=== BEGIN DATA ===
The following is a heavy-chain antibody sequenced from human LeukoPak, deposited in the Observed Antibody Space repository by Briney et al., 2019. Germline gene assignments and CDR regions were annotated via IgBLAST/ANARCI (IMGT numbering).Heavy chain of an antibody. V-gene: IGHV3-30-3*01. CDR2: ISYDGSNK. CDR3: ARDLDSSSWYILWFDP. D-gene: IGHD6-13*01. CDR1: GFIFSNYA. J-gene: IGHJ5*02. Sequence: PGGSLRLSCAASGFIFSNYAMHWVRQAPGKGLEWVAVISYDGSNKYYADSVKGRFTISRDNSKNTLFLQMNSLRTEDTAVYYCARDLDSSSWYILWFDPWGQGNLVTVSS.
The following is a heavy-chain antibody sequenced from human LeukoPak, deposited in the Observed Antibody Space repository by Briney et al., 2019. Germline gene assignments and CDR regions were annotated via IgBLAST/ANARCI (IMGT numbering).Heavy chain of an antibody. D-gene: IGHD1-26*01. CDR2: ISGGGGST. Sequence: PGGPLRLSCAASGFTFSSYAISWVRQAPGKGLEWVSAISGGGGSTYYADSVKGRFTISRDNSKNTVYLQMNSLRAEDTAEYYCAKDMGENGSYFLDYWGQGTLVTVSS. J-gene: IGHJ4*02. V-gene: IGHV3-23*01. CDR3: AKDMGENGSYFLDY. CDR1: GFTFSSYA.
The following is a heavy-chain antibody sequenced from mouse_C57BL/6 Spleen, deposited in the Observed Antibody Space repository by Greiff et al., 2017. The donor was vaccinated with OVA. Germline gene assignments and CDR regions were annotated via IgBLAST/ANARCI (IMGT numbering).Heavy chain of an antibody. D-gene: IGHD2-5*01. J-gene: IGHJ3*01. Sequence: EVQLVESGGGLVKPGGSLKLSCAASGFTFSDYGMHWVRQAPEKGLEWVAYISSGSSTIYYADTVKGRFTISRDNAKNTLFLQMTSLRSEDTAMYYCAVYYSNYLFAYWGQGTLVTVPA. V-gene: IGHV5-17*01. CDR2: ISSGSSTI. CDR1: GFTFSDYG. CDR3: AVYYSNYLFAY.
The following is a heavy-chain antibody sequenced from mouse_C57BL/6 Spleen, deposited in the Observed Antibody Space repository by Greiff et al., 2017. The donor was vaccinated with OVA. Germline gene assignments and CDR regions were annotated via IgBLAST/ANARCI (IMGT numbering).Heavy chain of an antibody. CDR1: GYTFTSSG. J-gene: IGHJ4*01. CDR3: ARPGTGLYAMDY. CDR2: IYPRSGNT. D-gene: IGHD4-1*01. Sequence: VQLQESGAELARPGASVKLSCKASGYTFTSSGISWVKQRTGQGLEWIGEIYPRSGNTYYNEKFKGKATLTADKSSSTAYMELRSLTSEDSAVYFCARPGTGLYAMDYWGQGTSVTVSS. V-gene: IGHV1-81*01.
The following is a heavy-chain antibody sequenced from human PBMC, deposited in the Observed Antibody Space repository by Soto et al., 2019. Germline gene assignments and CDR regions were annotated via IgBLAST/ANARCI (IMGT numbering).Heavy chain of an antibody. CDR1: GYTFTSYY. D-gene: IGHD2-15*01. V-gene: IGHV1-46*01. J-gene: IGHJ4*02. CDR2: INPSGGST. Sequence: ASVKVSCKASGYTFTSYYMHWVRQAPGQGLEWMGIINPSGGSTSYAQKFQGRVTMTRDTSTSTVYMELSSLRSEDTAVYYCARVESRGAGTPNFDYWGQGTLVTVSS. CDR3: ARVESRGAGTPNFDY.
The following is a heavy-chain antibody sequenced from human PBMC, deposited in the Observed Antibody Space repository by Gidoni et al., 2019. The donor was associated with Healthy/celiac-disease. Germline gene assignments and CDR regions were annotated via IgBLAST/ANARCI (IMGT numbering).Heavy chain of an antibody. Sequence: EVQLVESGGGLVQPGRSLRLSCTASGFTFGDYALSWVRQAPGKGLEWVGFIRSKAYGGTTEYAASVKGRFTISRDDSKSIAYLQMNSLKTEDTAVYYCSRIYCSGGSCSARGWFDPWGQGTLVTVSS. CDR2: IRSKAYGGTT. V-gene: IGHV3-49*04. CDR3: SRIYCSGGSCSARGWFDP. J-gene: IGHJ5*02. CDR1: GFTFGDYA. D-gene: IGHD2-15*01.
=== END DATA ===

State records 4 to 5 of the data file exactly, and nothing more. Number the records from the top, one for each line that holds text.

The following is a heavy-chain antibody sequenced from mouse_C57BL/6 Spleen, deposited in the Observed Antibody Space repository by Greiff et al., 2017. The donor was vaccinated with OVA. Germline gene assignments and CDR regions were annotated via IgBLAST/ANARCI (IMGT numbering).Heavy chain of an antibody. CDR1: GYTFTSSG. J-gene: IGHJ4*01. CDR3: ARPGTGLYAMDY. CDR2: IYPRSGNT. D-gene: IGHD4-1*01. Sequence: VQLQESGAELARPGASVKLSCKASGYTFTSSGISWVKQRTGQGLEWIGEIYPRSGNTYYNEKFKGKATLTADKSSSTAYMELRSLTSEDSAVYFCARPGTGLYAMDYWGQGTSVTVSS. V-gene: IGHV1-81*01.
The following is a heavy-chain antibody sequenced from human PBMC, deposited in the Observed Antibody Space repository by Soto et al., 2019. Germline gene assignments and CDR regions were annotated via IgBLAST/ANARCI (IMGT numbering).Heavy chain of an antibody. CDR1: GYTFTSYY. D-gene: IGHD2-15*01. V-gene: IGHV1-46*01. J-gene: IGHJ4*02. CDR2: INPSGGST. Sequence: ASVKVSCKASGYTFTSYYMHWVRQAPGQGLEWMGIINPSGGSTSYAQKFQGRVTMTRDTSTSTVYMELSSLRSEDTAVYYCARVESRGAGTPNFDYWGQGTLVTVSS. CDR3: ARVESRGAGTPNFDY.